8 Reasons Why Los Angeles Lakers Will Sweep Oklahoma City Thunder

Jay Wierenga@@JayWierengaCorrespondent IMay 7, 2012

8 Reasons Why Los Angeles Lakers Will Sweep Oklahoma City Thunder

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    It has been an interesting season for the Los Angeles Lakers.

    They kicked off the offseason by trading for Chris Paul, shooting them up the power rankings of the league.

    Of course, NBA commissioner David Stern had other ideas, and rendered that trade kaput.

    The Lakers then got pushed back to the pack, and the subsequent trade of Lamar Odom for essentially a bucket of cash further cut into their postseason prospects.

    But a funny thing happened along the way to basketball obscurity.

    The Lakers kept winning, and after a midseason deal for Ramon Sessions, they finally have an athletic point guard to help on both sides of the ball.

    Heading into their presumed second-round matchup against Oklahoma City, the Lakers have plenty of reasons for optimism.

    Here are eight reasons why they will not only beat Oklahoma City, but they will sweep the Thunder.

Size Up Front

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    The Oklahoma City Thunder have perhaps the best backcourt in the league and they have arguably the best scorer in the game.

    But what they don't have is a lot of depth up front.

    Serge Ibaka is a strong, athletic big man, but he can't be everywhere at once.

    Kendrick Perkins is also a strong big, but he has been limited lately, and is listed as day-to-day with a strained left hip muscle.

    So provided that Perkins is able to play starting in Game 1, will his hip allow him to bang down low with the likes of Andrew Bynum and Pau Gasol?

    Let me ask you this, have you ever played physical defense in basketball? If so, do you remember using your hips?

    Of course you did. Your hips are the key to your lateral movement, and they allow you to anchor your lower body to keep the opponent off balance.

    With Perkins likely limited, that leaves just the foul-prone Ibaka (nearly three per game for his career), the aging Nazr Mohammed and the underwhelming Nick Collison manning the middle.

    Of those three, only Ibaka is a shot-blocking threat, making it a strong possibility that Bynum and Gasol will be able to score at will down low.

Different Defensive Looks Against Durant

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    Don't get me wrong, Kevin Durant is going to get his points. Nobody has figured out a way to stop the talented forward.

    But the key is making him work for those points.

    During the season, Durant averaged just under 29 points per game against the Lakers.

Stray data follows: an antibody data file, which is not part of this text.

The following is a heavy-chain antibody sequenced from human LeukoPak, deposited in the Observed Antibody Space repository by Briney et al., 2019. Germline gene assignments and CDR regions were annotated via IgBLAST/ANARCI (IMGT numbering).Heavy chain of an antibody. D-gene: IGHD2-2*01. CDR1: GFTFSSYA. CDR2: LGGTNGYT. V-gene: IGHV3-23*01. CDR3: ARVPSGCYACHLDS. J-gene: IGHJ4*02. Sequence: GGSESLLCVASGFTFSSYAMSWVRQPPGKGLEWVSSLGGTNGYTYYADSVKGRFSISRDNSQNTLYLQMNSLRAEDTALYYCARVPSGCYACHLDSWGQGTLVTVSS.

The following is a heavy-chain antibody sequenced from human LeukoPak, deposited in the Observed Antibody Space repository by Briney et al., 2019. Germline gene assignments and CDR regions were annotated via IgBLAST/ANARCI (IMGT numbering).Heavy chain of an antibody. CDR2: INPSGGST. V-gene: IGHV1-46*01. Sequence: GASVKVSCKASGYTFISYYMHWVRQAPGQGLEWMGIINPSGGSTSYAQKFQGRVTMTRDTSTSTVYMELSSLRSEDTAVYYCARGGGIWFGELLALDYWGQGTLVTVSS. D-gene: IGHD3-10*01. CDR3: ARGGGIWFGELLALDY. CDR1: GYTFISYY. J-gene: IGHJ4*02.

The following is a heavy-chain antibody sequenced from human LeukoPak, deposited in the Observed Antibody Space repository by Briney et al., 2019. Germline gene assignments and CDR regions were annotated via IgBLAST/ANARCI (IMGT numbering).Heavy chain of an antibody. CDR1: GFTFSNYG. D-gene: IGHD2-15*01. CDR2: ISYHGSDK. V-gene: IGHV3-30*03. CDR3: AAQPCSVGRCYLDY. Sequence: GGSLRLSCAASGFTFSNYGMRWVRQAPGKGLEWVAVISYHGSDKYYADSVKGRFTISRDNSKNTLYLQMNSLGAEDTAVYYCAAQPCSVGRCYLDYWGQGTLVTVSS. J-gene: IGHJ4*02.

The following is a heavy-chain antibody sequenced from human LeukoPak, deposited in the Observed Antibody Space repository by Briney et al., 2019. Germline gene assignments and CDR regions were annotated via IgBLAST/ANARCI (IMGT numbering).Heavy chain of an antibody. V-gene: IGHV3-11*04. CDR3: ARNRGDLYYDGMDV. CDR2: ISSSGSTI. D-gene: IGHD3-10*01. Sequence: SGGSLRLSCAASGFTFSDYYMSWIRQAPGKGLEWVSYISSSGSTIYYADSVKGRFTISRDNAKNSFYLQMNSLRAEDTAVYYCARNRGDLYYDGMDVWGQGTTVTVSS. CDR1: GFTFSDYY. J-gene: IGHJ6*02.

That's the good news for OKC.

    The bad news is that it took him a lot to get those points.

    Against the Lakers, he shot just 42 percent from the field.

    He only shot worse against five other teams this season.

    The Lakers can throw a number of different looks at Durant.

    Metta World Peace can provide strength, Matt Barnes can provide athleticism and quickness and Devin Ebanks can provide a little bit of both.

    Top it off with Jordan Hill providing length, and the Lakers have four distinctly different looks they can throw at Durant.

Long Layoff

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    For some teams, having a little bit of rest in between series can be a blessing.

    But for others, having prolonged time off can be a hindrance.

    Typically, veteran teams with aging players can use a few days off. That's why the Spurs likely won't be too bad even if they have a long layoff.

    But a young team that is firing on all cylinders does not need time off.

    Take last year for example.

    The Thunder dealt with Denver in relatively quick fashion, but then had a few days off to think about it.

    The result, they lost two of their first three games in the next round against Memphis.

    Sure, the Thunder eventually disposed of the Grizzlies, but that was an inexperienced, young team. The Lakers are battle tested, and slipping up in the first few games won't do well for their prospects.

Lakers' Depth

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    We all know about the Lakers' starting lineup.

    But what has really set the tone in their matchup against Denver has been the players that come off the bench.

    I know what you are thinking. How can a team that routinely has been running an eight-man rotation in the playoffs be considered deep?

    For the Lakers, it isn't quantity, but rather quality.

    Jordan Hill, Steve Blake, and Matt Barnes have been huge in their four games against the Nuggets.

    Hill has been a beast on the boards, Barnes has provided good defense, and Blake is deadly from long range.